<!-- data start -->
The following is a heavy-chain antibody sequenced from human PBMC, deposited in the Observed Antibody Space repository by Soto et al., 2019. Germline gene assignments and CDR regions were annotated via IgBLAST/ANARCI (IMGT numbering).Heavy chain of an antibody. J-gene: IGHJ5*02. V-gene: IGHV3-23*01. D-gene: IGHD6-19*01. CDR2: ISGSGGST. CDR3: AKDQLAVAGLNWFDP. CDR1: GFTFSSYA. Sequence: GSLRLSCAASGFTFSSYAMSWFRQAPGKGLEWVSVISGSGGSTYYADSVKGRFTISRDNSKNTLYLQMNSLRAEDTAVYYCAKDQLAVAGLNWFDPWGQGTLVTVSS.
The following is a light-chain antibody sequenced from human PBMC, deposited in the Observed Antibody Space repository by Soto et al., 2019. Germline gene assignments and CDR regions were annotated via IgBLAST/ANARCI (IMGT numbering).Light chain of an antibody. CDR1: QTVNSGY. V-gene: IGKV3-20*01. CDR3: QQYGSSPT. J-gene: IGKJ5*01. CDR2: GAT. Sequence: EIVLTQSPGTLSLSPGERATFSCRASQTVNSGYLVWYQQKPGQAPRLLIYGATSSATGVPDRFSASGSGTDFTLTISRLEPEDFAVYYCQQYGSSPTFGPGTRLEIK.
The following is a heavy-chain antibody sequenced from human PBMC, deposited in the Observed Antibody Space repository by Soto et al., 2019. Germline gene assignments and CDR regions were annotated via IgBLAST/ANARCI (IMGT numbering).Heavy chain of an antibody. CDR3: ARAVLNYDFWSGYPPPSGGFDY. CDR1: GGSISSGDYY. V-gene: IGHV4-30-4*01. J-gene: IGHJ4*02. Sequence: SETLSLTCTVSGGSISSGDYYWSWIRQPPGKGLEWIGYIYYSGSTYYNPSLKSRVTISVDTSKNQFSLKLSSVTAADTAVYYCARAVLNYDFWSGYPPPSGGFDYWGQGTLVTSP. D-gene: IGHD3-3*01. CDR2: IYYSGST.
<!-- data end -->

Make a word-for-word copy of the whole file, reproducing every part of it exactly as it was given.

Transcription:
The following is a heavy-chain antibody sequenced from human PBMC, deposited in the Observed Antibody Space repository by Soto et al., 2019. Germline gene assignments and CDR regions were annotated via IgBLAST/ANARCI (IMGT numbering).Heavy chain of an antibody. J-gene: IGHJ5*02. V-gene: IGHV3-23*01. D-gene: IGHD6-19*01. CDR2: ISGSGGST. CDR3: AKDQLAVAGLNWFDP. CDR1: GFTFSSYA. Sequence: GSLRLSCAASGFTFSSYAMSWFRQAPGKGLEWVSVISGSGGSTYYADSVKGRFTISRDNSKNTLYLQMNSLRAEDTAVYYCAKDQLAVAGLNWFDPWGQGTLVTVSS.
The following is a light-chain antibody sequenced from human PBMC, deposited in the Observed Antibody Space repository by Soto et al., 2019. Germline gene assignments and CDR regions were annotated via IgBLAST/ANARCI (IMGT numbering).Light chain of an antibody. CDR1: QTVNSGY. V-gene: IGKV3-20*01. CDR3: QQYGSSPT. J-gene: IGKJ5*01. CDR2: GAT. Sequence: EIVLTQSPGTLSLSPGERATFSCRASQTVNSGYLVWYQQKPGQAPRLLIYGATSSATGVPDRFSASGSGTDFTLTISRLEPEDFAVYYCQQYGSSPTFGPGTRLEIK.
The following is a heavy-chain antibody sequenced from human PBMC, deposited in the Observed Antibody Space repository by Soto et al., 2019. Germline gene assignments and CDR regions were annotated via IgBLAST/ANARCI (IMGT numbering).Heavy chain of an antibody. CDR3: ARAVLNYDFWSGYPPPSGGFDY. CDR1: GGSISSGDYY. V-gene: IGHV4-30-4*01. J-gene: IGHJ4*02. Sequence: SETLSLTCTVSGGSISSGDYYWSWIRQPPGKGLEWIGYIYYSGSTYYNPSLKSRVTISVDTSKNQFSLKLSSVTAADTAVYYCARAVLNYDFWSGYPPPSGGFDYWGQGTLVTSP. D-gene: IGHD3-3*01. CDR2: IYYSGST.